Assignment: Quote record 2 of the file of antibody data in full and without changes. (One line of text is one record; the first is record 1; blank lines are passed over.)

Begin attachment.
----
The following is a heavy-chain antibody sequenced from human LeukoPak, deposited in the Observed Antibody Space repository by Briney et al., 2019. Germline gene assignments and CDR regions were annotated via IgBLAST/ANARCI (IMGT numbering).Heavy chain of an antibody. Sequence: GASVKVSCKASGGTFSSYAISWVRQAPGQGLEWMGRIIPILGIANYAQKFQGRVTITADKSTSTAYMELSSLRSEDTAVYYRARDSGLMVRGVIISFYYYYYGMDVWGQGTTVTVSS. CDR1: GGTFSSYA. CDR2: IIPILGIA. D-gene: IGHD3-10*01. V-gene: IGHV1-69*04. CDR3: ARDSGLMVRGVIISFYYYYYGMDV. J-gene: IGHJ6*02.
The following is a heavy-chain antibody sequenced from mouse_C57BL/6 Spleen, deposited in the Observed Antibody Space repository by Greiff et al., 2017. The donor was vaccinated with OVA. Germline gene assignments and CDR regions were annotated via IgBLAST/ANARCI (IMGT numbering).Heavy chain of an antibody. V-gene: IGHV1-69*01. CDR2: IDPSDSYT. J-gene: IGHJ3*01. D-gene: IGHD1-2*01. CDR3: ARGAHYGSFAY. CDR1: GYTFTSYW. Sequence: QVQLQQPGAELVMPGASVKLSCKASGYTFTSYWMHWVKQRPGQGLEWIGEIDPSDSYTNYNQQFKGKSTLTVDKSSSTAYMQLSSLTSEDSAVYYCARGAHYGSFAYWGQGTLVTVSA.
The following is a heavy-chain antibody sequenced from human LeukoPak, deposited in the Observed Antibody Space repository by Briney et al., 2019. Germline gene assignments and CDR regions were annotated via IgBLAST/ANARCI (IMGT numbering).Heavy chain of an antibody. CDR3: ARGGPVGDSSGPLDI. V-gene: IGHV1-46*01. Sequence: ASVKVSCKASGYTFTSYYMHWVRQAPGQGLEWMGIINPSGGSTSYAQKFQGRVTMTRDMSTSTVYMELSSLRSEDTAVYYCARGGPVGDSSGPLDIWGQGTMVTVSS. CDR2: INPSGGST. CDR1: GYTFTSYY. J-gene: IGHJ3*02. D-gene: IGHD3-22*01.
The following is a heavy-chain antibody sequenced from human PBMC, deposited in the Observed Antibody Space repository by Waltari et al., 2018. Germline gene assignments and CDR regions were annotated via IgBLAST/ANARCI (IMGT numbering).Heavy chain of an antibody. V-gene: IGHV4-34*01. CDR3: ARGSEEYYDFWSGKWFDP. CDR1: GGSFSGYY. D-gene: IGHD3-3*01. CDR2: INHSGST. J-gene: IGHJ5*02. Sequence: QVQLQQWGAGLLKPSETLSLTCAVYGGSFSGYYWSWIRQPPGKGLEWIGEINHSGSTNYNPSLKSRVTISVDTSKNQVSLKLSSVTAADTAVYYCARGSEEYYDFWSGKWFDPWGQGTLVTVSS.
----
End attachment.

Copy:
The following is a heavy-chain antibody sequenced from mouse_C57BL/6 Spleen, deposited in the Observed Antibody Space repository by Greiff et al., 2017. The donor was vaccinated with OVA. Germline gene assignments and CDR regions were annotated via IgBLAST/ANARCI (IMGT numbering).Heavy chain of an antibody. V-gene: IGHV1-69*01. CDR2: IDPSDSYT. J-gene: IGHJ3*01. D-gene: IGHD1-2*01. CDR3: ARGAHYGSFAY. CDR1: GYTFTSYW. Sequence: QVQLQQPGAELVMPGASVKLSCKASGYTFTSYWMHWVKQRPGQGLEWIGEIDPSDSYTNYNQQFKGKSTLTVDKSSSTAYMQLSSLTSEDSAVYYCARGAHYGSFAYWGQGTLVTVSA.